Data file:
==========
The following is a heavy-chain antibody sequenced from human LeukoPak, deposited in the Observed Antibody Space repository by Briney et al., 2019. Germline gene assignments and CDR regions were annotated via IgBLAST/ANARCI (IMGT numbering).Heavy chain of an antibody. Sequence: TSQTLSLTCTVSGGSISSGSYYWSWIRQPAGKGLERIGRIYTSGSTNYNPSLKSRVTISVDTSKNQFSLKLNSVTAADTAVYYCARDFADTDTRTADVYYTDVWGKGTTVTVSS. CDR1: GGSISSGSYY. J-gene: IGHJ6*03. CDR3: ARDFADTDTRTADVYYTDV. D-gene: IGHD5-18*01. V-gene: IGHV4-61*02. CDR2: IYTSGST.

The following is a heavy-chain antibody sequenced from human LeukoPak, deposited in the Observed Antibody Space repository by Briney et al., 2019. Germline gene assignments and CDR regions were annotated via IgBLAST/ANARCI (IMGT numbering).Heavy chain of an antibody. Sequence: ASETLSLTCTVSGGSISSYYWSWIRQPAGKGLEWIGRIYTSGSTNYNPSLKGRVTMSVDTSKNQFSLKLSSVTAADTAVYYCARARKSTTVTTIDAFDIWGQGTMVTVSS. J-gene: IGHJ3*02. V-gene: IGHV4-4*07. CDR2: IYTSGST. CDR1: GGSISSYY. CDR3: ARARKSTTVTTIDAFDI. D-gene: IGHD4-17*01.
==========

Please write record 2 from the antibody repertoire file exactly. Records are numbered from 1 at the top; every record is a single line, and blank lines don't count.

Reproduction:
The following is a heavy-chain antibody sequenced from human LeukoPak, deposited in the Observed Antibody Space repository by Briney et al., 2019. Germline gene assignments and CDR regions were annotated via IgBLAST/ANARCI (IMGT numbering).Heavy chain of an antibody. Sequence: ASETLSLTCTVSGGSISSYYWSWIRQPAGKGLEWIGRIYTSGSTNYNPSLKGRVTMSVDTSKNQFSLKLSSVTAADTAVYYCARARKSTTVTTIDAFDIWGQGTMVTVSS. J-gene: IGHJ3*02. V-gene: IGHV4-4*07. CDR2: IYTSGST. CDR1: GGSISSYY. CDR3: ARARKSTTVTTIDAFDI. D-gene: IGHD4-17*01.